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The Love Series: La (Not So) Dolce Vita


Being Italian has been the single most beneficial asset in my dating life. Growing up in Naples, I was just a guy. In London, I became a “charming” Italian guy. In Milan, my Neapolitan accent is a liability. In the UK, apparently, it’s the sexiest sound known to man (and woman), the immigrant version of the siren song.

 

After taking residence in the Big Smoke, I quickly realised that Brits have a very precise idea of the Italian man, made up of mainly preconceived notions. They’re harmless for the most part, certainly romanticised, often flattering, but prejudiced nevertheless.

 

You know what they say: if you can’t beat them, join them. And join them I did. I first came to terms with the extent of my super-power that one time in 2015 when I held the door for a middle-aged woman at a Pret in North London. I said something like “after you” or “good morning” and as soon as she heard the effortless way with which the Rs rolled off my tongue she almost dropped her butternut squash salad on the floor. She froze, turned around and asked: “You Italian?”  When I said yes, her face lit up. She winked, touched my arm and said “gracias” (which is not even Italian, but go off girl).


For a long time, stereotypes were the only bridge that kept me connected with English people – and as an immigrant, I quickly learned that I had to be willing to walk that bridge back and forth every day, multiple times a day, if I wanted to be accepted. You know… pizza, mafia and all that jazz.

 

So I made the most of my Italianness, I’ve played it up, embraced the stereotypes and learned to have fun with them. I’ve had plenty of lasagna dates where I invite a prospective partner over to my house to make them live at least a third of their Eat Pray Love fantasy while rolling endless sheets of pasta and exchange terms of endearment over a pot of simmering ragu. They seem to love it – and I aim to please. Must be the Italian in me.

 

So it may seem that life as an Italian man in Blighty is all fun and games… but there’s a catch. There’s always a catch. At the beginning, the Italian bit is good and fun in moderation. But then things get serious, and the whole Mediterranean thing becomes a burden. People expect you to be a hybrid between Paolo from Friends and Gino D’Acampo with a little Godfather thrown in there. Inevitably, they are very disappointed when they realise that, at the end of the day, I am just a simple human man, and not that different from their cousin Bradley from Surbiton. Except more tanned and less ginger.


But that’s not even the worst part. There comes a point when they begin to examine everything I do or say through the filter of mythical ideas of what Italian men think or do. Sure, I express myself passionately – I move my hands a lot, I love my mamma, I am often loud, I feel things, therefore I cry, and I am very affectionate with the people I love.

 

All of these things are my own personality traits, not some kind of etiquette we learn in the scuola elementare. Eventually the magic of the charming Southern man wears off, personalities start to clash, and next thing you know you’re downgraded from exotic Italian to hot-blooded Mediterranean.

 

What was once praised as passion is rebranded as aggressiveness. Your accent becomes a source of confusion. People absolve themselves of every responsibility by accusing you of getting lost in translation. Your displays of affection are sold as symptoms of a peculiarly high libido. They try to water you down when they realise that the fire that attracted them to you is too hot to handle, after all. It’s a subtle process of erasure. I have been called crazy Italian, angry Neapolitan, and of course my favourite: over-sentimental European.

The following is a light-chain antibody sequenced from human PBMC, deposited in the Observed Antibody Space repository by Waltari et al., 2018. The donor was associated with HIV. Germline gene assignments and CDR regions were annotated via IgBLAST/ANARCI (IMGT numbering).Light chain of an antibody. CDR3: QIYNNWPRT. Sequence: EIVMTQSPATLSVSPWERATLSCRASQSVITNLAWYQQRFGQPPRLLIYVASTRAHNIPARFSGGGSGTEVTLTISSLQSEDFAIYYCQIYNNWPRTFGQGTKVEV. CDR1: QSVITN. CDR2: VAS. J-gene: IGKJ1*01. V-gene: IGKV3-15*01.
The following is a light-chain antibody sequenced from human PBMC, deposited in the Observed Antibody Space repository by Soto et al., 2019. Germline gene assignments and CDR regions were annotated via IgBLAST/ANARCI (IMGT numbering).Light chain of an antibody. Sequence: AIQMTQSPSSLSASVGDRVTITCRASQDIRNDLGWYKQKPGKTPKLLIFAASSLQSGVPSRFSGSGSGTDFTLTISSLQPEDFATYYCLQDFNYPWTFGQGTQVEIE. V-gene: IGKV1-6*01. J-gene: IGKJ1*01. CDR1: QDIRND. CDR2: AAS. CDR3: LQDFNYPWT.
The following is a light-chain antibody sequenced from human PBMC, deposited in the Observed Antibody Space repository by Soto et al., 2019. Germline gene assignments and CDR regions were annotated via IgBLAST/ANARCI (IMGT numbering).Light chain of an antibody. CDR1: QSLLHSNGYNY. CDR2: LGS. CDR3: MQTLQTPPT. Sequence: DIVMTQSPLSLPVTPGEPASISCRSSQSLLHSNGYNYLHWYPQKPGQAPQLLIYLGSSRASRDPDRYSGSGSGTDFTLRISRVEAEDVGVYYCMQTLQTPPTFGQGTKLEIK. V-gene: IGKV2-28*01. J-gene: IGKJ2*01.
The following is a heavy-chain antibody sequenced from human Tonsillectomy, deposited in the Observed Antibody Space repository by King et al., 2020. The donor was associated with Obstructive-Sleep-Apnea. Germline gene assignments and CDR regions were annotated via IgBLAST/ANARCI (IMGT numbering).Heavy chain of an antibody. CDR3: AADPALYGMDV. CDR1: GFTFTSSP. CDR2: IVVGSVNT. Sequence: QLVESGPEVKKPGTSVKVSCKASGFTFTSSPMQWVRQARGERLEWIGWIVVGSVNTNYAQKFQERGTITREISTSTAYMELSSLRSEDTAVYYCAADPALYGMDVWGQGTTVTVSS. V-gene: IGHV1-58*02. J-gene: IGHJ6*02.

At the end of the day, this is Brexit Britain, and we’re living in it. But I am lucky because, as I said, I am the “acceptable” kind of immigrant. British people have been largely kind to me – and it’s that kindness that has helped me build a life and a home in this country. Other people from other nations, however, have it way worse.


Art: Camilla Ilardo Costa

My pleasant experience in this country doesn’t mean that I can turn a blind eye to the deeply-ingrained sense of British superiority that pervades every aspect of life. And I get why you do it. Compartmentalising people helps you process the visceral discomfort that comes from having to come to terms with your differences and question some of the self-aggrandising narratives on Britishness. I’ve learned to be careful when pointing this out, because most people object to what they see in the mirror I’m holding.

 

I hold my Italianness close to my heart. I know it is part of me and I won’t waste time denying it. I have no interest in participating in the game of erasure of my personality. Some edges are not meant to be smoothed out. But mind you, while I am Italian – I am also 73 other things that probably define me more accurately. Next time I invite you to a lasagne date, please leave the prejudice outside the kitchen.


It’s like when Jenny from Horsham goes to Florence and then thinks God I’d love to live in Italy and do a remake of Under the Tuscan Sun and find myself a Paolo to have little Paolinos with and make ravioli on Sunday mornings. The Italian way of life, however glorified, is not for everyone. You want the full experience? Then you take the good, the bad, and the not-ideal, and remain open to learning and writing over your prejudice instead of my personality. Life is not a holiday. And let me tell you, my dears: neither am I.

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